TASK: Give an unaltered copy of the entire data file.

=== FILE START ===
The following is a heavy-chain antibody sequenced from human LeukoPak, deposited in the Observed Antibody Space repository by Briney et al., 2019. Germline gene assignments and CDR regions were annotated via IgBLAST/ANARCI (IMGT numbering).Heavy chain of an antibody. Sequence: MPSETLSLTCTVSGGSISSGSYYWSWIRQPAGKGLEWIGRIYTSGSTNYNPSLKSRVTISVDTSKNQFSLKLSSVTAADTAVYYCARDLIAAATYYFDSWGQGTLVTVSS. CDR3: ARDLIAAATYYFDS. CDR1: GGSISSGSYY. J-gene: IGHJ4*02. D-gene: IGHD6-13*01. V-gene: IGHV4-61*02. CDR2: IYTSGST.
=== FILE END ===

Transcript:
The following is a heavy-chain antibody sequenced from human LeukoPak, deposited in the Observed Antibody Space repository by Briney et al., 2019. Germline gene assignments and CDR regions were annotated via IgBLAST/ANARCI (IMGT numbering).Heavy chain of an antibody. Sequence: MPSETLSLTCTVSGGSISSGSYYWSWIRQPAGKGLEWIGRIYTSGSTNYNPSLKSRVTISVDTSKNQFSLKLSSVTAADTAVYYCARDLIAAATYYFDSWGQGTLVTVSS. CDR3: ARDLIAAATYYFDS. CDR1: GGSISSGSYY. J-gene: IGHJ4*02. D-gene: IGHD6-13*01. V-gene: IGHV4-61*02. CDR2: IYTSGST.